Comment: Re:Finally (Score 1) 192

by samkass (#46902027) Attached to: How 'Fast Lanes' Will Change the Internet

As far as Netflix is concerned, they painted themselves into a corner. They used a CDN (Cogent) that had settlement-free peering with many networks. Once Netflix started sending their traffic over those links it broke the settlement-free agreement. Netflix might have been in a better position if they didn't use a CDN and all their traffic went over transit. Then make agreements directly with the large ISP's that didn't involve existing peering ports.

And since there mathematically can be only one example of a single company pushing 60% of all the data into the tubes during peak hours, nothing done in response to their situation is generalizable to the rest of the Internet in the US. Let's just leave the Netflix situation out of it and we'll end up with better proposals.

Comment: Re:10.4.8 (Score 1) 268

by samkass (#46743849) Attached to: Apple's Spotty Record of Giving Back To the Tech Industry

What are you talking about? Apple has released the source of every version of the core OS X stack from 10.0 to 10.9.0 (including 10.4.9):

You can even recompile your kernel and swap in your replacement. Occasionally they take a little time to post it (I don't see 10.9's point releases up yet), but it gets there.

Why anyone holds these people up as innovators of industry is beyond me, they did not invent ...

Invent != Innovate. I'm glad that you can admit that you don't understand the industry, though. Admitting ignorance is the first step in learning.

Comment: Re:License needed only for specific things (Score 2) 118

by samkass (#46257999) Attached to: Why Do You Need License From Canonical To Create Derivatives?

It's kind of strange that on the same day Canonical is being called out for not being 100% free about everything, another article discusses Google's actions with Android, which is much, much more closed and yet most of Slashdot seemed eager to rush to their defense.

Comment: Re:Beta delenda est! (Score 0, Offtopic) 161

by samkass (#46186641) Attached to: Graphene Conducts Electricity Ten Times Better Than Expected

I've used all my mod points on "Offtopic" today. I was fine with the protest until Slashdot responded and opened a discussion area for it. Now, if you want to discuss beta, go to the beta article. Other people who care will be there, too. Maybe you can even effect positive change.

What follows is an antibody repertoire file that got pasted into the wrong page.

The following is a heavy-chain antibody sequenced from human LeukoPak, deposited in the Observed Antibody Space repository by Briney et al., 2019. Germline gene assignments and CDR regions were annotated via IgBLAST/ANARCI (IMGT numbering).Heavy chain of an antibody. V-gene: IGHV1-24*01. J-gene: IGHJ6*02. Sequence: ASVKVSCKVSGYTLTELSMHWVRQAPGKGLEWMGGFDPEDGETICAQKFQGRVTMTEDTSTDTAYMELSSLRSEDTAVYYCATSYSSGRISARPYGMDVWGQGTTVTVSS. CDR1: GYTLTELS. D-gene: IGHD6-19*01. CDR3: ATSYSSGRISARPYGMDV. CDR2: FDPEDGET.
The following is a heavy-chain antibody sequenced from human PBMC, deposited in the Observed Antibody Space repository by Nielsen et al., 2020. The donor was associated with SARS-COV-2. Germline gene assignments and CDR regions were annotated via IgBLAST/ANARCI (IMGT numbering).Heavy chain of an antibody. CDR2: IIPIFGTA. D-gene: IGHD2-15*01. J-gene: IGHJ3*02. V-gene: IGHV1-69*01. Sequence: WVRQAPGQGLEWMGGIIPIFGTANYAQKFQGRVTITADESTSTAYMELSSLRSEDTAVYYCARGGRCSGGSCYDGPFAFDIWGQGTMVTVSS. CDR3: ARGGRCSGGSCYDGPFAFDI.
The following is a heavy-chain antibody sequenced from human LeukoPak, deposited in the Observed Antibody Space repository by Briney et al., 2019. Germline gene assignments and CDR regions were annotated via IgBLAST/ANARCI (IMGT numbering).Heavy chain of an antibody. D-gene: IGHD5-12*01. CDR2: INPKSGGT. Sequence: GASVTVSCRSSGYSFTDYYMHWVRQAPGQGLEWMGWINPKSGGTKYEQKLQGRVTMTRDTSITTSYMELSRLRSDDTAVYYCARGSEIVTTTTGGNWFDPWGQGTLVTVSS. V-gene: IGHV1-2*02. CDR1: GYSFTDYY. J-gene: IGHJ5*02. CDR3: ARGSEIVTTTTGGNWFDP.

Spamming every single discussion is, quite obviously, now Offtopic and other people with mod points seem to agree with me.

Comment: Re:...but if you want free software to improve... (Score 4, Interesting) 1098

by samkass (#46061353) Attached to: FSF's Richard Stallman Calls LLVM a 'Terrible Setback'

>>The result it that some software turns into a hand-out for companies that, in the long term, are trying to make free software disappear.
> No company is trying to do that, especially not one that is relying on free software for their products.

Apple is.

Their current flagship platform is openly hostile to Free Software and even the concept of open systems where the end user has full control over the hardware.

Near as I can tell, Apple isn't doing anything to try to make Free software disappear. They are, however, creating many alternatives ever since GPLv3 made it unviable for them to continue to participate in that community as much. Even now, though, if you look at all the packages they use and contribute to as part of MacOS X (the core of which is all open source, although most of it isn't Free Software), there are many GPL packages among them: . It does seem that with companies like Apple actively participating in Open Source but not as actively participating in Free Software, that to a certain degree it's proving many of the anti-GPL folks' points and probably really pissing off RMS.

"No, no, I don't mind being called the smartest man in the world. I just wish it wasn't this one." -- Adrian Veidt/Ozymandias, WATCHMEN